Creating a world is work. In Genesis 1 the power of God's work is undeniable. God speaks worlds into existence, and step by step we see the primordial example of the right use of power. Note the order of creation. The first three of God’s creative acts separate the formless chaos into realms of heavens (or sky), water, and land. On day one, God creates light and separates it from darkness, forming day and night (Gen. 1:3-5). On day two, he separates the waters and creates the sky (Gen. 1:6-8). On the first part of day three, he separates dry land from the sea (Gen. 1:9-10). All are essential to the survival of what follows. Next, God begins filling the realms he has created. On the remainder of day three, he creates plant life (Gen. 1:11-13). On day four he creates the sun, moon, and stars (Gen. 1:14-19) in the sky. The terms “greater light” and “lesser light” are used rather than the names “sun” and “moon,” thus discouraging the worship of these created objects and reminding us that we are still in danger of worshiping the creation instead of the Creator. The lights are beautiful in themselves and also essential for plant life, with its need for sunshine, nighttime, and seasons. On day five, God fills the water and sky with fish and birds that could not have survived without the plant life created earlier (Gen. 1:20-23). Finally, on day six, he creates the animals (Gen. 1:24-25) and—the apex of creation—humanity to populate the land (Gen. 1:26-31).
In chapter 1, God accomplishes all his work by speaking. “God said…” and everything happened. This lets us know that God’s power is more than sufficient to create and maintain the creation. We need not worry that God is running out of gas or that the creation is in a precarious state of existence. God’s creation is robust, its existence secure. God does not need help from anyone or anything to create or maintain the world. No battle with the forces of chaos threatens to undo the creation. Later, when God chooses to share creative responsibility with human beings, we know that this is God’s choice, not a necessity. Whatever people may do to mar the creation or render the earth unfit for life’s fullness, God has infinitely greater power to redeem and restore.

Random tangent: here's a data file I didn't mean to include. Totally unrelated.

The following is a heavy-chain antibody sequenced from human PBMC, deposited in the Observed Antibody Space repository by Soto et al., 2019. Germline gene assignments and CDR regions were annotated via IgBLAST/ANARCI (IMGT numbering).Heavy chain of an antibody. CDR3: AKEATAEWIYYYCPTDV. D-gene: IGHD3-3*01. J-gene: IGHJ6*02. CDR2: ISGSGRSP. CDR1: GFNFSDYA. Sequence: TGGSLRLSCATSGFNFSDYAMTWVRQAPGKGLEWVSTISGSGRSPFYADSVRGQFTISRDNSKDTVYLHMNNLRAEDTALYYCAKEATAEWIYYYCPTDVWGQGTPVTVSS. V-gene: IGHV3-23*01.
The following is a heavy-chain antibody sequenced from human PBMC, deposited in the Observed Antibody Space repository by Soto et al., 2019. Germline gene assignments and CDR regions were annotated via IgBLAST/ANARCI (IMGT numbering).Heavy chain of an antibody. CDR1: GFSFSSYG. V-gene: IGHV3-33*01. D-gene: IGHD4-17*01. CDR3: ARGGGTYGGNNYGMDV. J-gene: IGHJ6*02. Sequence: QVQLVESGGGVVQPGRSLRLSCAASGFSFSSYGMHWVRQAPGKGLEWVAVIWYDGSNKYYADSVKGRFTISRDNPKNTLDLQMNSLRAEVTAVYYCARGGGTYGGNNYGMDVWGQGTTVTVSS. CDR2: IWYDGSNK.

The display of God’s infinite power in the text does not mean that God’s creation is not work, any more than writing a computer program or acting in a play is not work. If the transcendent majesty of God’s work in Genesis 1 nonetheless tempts us to think it is not actually work, Genesis 2 leaves us no doubt. God works immanently with his hands to sculpt human bodies (Gen. 2:7, 21), dig a garden (Gen. 2:8), plant an orchard (Gen. 2:9), and—a bit later—tailor “garments of skin” (Gen. 3:21). These are only the beginnings of God’s physical work in a Bible full of divine labor.
For a helpful discussion of the interpretation of the "Days" of creation, see Bruce K. Waltke, Genesis: A Commentary (Grand Rapids: Zondervan, 2001), 74-78.
For a long list of the many kinds of work God does in the Bible, see R. Paul Stevens, The Other Six Days (Grand Rapids: Wm. B. Eerdmans, 2000), 18-123; and Robert Banks, God the Worker: Journeys into the Mind, Heart, and Imagination of God (Eugene, OR: Wipf & Stock, 2008).
God is the source of everything in creation. Yet creation is not identical with God. God gives his creation what Colin Gunton calls Selbständig-keit or a “proper independence.” This is not the absolute independence imagined by the atheists or Deists, but rather the meaningful existence of the creation as distinct from God himself. This is best captured in the description of God’s creation of the plants. “God said, ‘Let the earth put forth vegetation: plants yielding seed, and fruit trees of every kind on earth that bear fruit with the seed in it.’ And it was so" (Gen. 1:11). God creates everything, but he also literally sows the seed for the perpetuation of creation through the ages. The creation is forever dependent on God—“In him we live and move and have our being” (Acts 7:28)—yet it remains distinct. This gives our work a beauty and value above the value of a ticking clock or a prancing puppet. Our work has its source in God, yet it also has its own weight and dignity.